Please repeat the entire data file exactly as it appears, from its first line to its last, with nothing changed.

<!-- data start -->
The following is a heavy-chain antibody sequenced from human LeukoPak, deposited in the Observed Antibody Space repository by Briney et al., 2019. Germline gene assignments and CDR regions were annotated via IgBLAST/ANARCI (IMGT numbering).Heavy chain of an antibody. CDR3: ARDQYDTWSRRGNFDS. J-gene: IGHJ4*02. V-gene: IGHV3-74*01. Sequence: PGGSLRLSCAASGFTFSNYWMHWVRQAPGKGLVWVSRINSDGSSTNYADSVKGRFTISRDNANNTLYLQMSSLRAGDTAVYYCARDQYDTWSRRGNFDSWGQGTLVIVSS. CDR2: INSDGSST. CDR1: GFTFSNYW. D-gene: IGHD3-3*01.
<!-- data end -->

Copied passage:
The following is a heavy-chain antibody sequenced from human LeukoPak, deposited in the Observed Antibody Space repository by Briney et al., 2019. Germline gene assignments and CDR regions were annotated via IgBLAST/ANARCI (IMGT numbering).Heavy chain of an antibody. CDR3: ARDQYDTWSRRGNFDS. J-gene: IGHJ4*02. V-gene: IGHV3-74*01. Sequence: PGGSLRLSCAASGFTFSNYWMHWVRQAPGKGLVWVSRINSDGSSTNYADSVKGRFTISRDNANNTLYLQMSSLRAGDTAVYYCARDQYDTWSRRGNFDSWGQGTLVIVSS. CDR2: INSDGSST. CDR1: GFTFSNYW. D-gene: IGHD3-3*01.